Lauren Sommer, KQED

Despite a last-minute frenzy of deal-making, the federal government announced that it will begin taking “protective actions” on the Colorado River, where a long-running drought has put the water supply for 40 million people at risk.

The seven states that use the river had been trying to broker their own solution, a collective water-sharing deal, with a Jan. 31 deadline to get it done. While most states had agreed, California and Arizona couldn’t finalize the agreement in time.

“We are close,” said U.S. Bureau of Reclamation Commissioner Brenda Burman. “But only ‘done’ will protect this basin. It’s time to get the job done.”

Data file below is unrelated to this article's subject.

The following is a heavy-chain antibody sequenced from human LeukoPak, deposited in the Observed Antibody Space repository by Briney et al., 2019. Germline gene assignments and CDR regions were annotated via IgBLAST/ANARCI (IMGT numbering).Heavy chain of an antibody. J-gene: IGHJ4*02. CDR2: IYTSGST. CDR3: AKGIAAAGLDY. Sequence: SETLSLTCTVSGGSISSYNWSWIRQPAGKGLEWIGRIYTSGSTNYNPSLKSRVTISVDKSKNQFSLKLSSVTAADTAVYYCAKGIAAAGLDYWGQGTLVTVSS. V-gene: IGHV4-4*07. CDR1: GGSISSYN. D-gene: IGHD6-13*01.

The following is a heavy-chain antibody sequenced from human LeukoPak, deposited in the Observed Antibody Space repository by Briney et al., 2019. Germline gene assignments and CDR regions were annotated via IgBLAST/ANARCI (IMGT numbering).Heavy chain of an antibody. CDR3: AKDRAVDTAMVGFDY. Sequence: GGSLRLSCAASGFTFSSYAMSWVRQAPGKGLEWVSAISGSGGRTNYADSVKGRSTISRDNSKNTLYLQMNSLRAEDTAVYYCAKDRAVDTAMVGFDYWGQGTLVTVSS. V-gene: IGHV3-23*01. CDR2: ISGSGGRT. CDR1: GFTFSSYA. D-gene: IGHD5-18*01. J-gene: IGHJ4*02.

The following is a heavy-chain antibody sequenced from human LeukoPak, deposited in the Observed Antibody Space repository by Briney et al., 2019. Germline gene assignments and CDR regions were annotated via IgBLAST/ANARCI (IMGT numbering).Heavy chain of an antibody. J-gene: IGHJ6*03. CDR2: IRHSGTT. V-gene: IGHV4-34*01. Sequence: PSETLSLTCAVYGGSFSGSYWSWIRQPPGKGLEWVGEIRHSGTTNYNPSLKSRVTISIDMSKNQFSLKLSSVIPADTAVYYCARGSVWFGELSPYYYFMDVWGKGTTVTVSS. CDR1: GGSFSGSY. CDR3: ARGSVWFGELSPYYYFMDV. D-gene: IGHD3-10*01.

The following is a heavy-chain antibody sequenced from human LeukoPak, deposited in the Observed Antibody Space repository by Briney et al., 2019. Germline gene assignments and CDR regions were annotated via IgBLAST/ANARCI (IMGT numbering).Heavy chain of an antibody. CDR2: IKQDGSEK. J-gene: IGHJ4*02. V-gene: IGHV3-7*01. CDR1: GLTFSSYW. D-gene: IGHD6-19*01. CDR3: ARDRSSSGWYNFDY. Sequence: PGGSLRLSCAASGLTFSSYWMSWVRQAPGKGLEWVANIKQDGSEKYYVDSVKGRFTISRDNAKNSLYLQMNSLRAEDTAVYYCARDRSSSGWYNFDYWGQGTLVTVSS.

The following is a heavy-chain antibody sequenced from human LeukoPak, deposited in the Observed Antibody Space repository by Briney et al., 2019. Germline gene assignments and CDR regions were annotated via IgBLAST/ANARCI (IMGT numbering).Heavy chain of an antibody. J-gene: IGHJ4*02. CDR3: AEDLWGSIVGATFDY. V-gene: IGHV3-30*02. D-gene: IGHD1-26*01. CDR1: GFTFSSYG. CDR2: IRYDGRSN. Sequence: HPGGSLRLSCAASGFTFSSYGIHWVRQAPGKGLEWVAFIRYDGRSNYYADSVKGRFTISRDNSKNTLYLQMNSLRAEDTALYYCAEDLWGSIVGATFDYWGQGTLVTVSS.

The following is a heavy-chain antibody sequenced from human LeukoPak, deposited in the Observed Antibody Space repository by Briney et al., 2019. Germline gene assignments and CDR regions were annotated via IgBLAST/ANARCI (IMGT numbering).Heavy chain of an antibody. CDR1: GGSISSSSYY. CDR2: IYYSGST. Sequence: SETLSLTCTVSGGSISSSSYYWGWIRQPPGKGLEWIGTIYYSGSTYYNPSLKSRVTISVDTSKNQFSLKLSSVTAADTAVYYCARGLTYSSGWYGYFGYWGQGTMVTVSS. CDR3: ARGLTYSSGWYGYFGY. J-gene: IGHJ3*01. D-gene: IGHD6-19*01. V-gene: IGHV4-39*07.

The river has a storied history of water battles and litigation, and many hoped the deal could be a cooperative breakthrough. Allocating water is traditionally managed by the states, so the federal government’s move marks a major shift.

Short of the states completing a deal between them, the U.S. Department of the Interior is asking them for recommendations on how to protect the river’s supply, with an eye toward August, when decisions about the upcoming year are generally made. Interior holds “broad authority,” according to Commissioner Burman, to make decisions on the lower Colorado River.

But if the states can agree on a water sharing plan soon, the commissioner says, she will halt the federal process.

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